The journey through November NaNoWriMo is over!
We can all flip the page of our calendars (or let our let our phones automatically switch over), and we can begin December! The month of festivities, fun, and family (and, if you live in the proper clime: slippery ice, blinding snow, and boots). If you’re like me, you have a love/hate relationship with winter.
Things I love about winter:
- The sprinkling of snow on rooftops
- The shine of ice encrusting trees and gutters
- Looking at the neighbor’s Christmas lights
- The excuse to drink hot cocoa and eggnog to excess
Things I hate about winter:
- Shoveling, trudging, and being frozen by snow.
- Driving, chipping, and slipping on ice.
- Hanging up Christmas lights with frozen fingers.
- After about two weeks, I’m sick of hot cocoa and eggnog.
But what I love about December, without fail, is the feeling of having finished NaNoWriMo. This year, I successfully finished (50,002, barely scraping by), and now I’m faced with the question:
What do I do after NaNoWriMo?
1. Keep writing! If you hit 50,000 words (or fell short), yet your novel hasn’t reached it’s conclusion, then why stop a good thing? Keep writing at the 1667/day pace (or step it up or back it down), and go, go, go until you’ve finished!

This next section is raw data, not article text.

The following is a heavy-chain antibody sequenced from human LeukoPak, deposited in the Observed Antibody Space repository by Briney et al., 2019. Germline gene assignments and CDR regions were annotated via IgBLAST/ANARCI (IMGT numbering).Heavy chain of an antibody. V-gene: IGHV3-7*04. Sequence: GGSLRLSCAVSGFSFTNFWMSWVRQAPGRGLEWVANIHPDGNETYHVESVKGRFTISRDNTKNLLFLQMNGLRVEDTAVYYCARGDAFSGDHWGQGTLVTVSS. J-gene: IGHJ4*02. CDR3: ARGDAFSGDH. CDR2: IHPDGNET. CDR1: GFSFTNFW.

- How to Write a Book: Tracking Word Count (tracking word count now that NaNoWriMo is over)
- Why Inspiration is an Addiction
- Stripping to the Heart of the Story
2. Take a break. Whether you’re on winter vacation, in the painful throes of Final Exams, preparing for the holidays, working hard at work in the final calendar month, or pondering the meaning of life, snow, ice, and reindeer, it might just be time for a break. November was hard. Long. Taxing. Chilly. Post-October-esque and Pre-December-ish. If you need a break, take it! Have some hot cocoa and eggnog! Just don’t go overboard and get sick of it (not that I’m speaking from repeated personal experience…).
3. Revise your novel. The NaNoWriMo site provides some resources for revision, encouraging authors to engage in a Revision Pledge, looking a bit like this:
It’s very inspiring, witting, and super-dooper-legally-binding-(like-for-reals).
- NaNoWriMo’s “Now What?” Resource
- How to Revise Your Book: Overview Revision
- How to Revise Your Book: Close Revision
4. Have someone you trust read your book. As a precursor to revising your novel (Step 3), or after you’ve revised it, consult some beta readers. They’ll give you a sense of how a reader would respond to your book, and maybe they’ll offer helpful critiques, if you ask!
- How to Accept (and apply) Criticisms of Your Book
- Revise Your Book: Beta Readers
- How Beta Readers Work